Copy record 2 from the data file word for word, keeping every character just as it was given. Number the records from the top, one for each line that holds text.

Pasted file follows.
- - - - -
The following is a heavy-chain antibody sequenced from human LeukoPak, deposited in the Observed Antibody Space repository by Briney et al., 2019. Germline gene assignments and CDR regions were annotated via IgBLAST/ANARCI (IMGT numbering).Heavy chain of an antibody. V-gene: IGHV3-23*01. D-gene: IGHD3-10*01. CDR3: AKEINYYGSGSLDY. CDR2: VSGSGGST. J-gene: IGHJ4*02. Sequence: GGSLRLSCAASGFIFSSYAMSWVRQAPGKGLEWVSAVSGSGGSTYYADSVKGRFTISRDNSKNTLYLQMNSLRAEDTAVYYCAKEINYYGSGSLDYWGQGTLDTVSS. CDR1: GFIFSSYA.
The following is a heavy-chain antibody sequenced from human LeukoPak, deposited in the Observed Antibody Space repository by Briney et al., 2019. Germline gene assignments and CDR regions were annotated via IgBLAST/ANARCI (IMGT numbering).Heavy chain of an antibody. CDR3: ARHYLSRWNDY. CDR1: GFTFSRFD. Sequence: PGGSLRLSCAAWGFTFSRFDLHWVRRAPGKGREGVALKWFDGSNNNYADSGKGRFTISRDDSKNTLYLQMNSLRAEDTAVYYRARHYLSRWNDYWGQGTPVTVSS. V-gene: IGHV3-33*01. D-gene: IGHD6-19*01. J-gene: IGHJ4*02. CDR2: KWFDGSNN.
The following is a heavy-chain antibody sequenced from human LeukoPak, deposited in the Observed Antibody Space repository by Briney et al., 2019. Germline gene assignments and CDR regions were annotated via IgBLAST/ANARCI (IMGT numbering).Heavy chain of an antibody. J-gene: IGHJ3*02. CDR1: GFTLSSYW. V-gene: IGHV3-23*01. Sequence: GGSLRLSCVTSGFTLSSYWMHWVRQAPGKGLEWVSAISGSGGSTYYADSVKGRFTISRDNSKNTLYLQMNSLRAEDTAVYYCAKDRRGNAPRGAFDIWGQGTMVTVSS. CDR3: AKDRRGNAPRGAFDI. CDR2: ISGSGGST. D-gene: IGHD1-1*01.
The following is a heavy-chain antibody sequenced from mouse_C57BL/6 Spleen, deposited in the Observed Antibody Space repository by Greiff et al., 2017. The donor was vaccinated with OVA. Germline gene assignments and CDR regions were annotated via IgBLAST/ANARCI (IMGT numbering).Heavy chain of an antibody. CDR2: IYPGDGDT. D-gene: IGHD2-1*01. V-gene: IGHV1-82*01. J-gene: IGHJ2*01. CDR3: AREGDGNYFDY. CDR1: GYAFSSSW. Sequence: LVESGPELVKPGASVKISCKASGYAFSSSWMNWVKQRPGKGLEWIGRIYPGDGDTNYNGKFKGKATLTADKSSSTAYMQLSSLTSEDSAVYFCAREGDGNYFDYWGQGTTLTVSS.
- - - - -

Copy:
The following is a heavy-chain antibody sequenced from human LeukoPak, deposited in the Observed Antibody Space repository by Briney et al., 2019. Germline gene assignments and CDR regions were annotated via IgBLAST/ANARCI (IMGT numbering).Heavy chain of an antibody. CDR3: ARHYLSRWNDY. CDR1: GFTFSRFD. Sequence: PGGSLRLSCAAWGFTFSRFDLHWVRRAPGKGREGVALKWFDGSNNNYADSGKGRFTISRDDSKNTLYLQMNSLRAEDTAVYYRARHYLSRWNDYWGQGTPVTVSS. V-gene: IGHV3-33*01. D-gene: IGHD6-19*01. J-gene: IGHJ4*02. CDR2: KWFDGSNN.